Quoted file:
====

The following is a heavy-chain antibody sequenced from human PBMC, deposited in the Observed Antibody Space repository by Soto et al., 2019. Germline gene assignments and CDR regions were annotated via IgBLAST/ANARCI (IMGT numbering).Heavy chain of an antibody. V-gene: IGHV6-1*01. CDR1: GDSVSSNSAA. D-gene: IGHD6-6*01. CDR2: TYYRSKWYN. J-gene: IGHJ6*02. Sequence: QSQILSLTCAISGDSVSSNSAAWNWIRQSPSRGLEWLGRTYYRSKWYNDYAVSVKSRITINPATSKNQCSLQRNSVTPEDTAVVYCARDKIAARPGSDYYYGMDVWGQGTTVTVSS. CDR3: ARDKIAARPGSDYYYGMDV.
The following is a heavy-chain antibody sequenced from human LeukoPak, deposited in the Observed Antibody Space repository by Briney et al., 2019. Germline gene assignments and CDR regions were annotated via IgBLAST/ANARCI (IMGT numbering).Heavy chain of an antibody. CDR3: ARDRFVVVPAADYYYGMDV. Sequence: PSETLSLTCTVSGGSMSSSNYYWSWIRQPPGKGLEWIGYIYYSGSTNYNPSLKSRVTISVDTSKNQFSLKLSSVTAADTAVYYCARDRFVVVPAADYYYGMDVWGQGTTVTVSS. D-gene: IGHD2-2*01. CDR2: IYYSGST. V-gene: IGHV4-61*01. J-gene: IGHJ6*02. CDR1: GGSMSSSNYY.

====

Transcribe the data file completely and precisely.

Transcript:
The following is a heavy-chain antibody sequenced from human PBMC, deposited in the Observed Antibody Space repository by Soto et al., 2019. Germline gene assignments and CDR regions were annotated via IgBLAST/ANARCI (IMGT numbering).Heavy chain of an antibody. V-gene: IGHV6-1*01. CDR1: GDSVSSNSAA. D-gene: IGHD6-6*01. CDR2: TYYRSKWYN. J-gene: IGHJ6*02. Sequence: QSQILSLTCAISGDSVSSNSAAWNWIRQSPSRGLEWLGRTYYRSKWYNDYAVSVKSRITINPATSKNQCSLQRNSVTPEDTAVVYCARDKIAARPGSDYYYGMDVWGQGTTVTVSS. CDR3: ARDKIAARPGSDYYYGMDV.
The following is a heavy-chain antibody sequenced from human LeukoPak, deposited in the Observed Antibody Space repository by Briney et al., 2019. Germline gene assignments and CDR regions were annotated via IgBLAST/ANARCI (IMGT numbering).Heavy chain of an antibody. CDR3: ARDRFVVVPAADYYYGMDV. Sequence: PSETLSLTCTVSGGSMSSSNYYWSWIRQPPGKGLEWIGYIYYSGSTNYNPSLKSRVTISVDTSKNQFSLKLSSVTAADTAVYYCARDRFVVVPAADYYYGMDVWGQGTTVTVSS. D-gene: IGHD2-2*01. CDR2: IYYSGST. V-gene: IGHV4-61*01. J-gene: IGHJ6*02. CDR1: GGSMSSSNYY.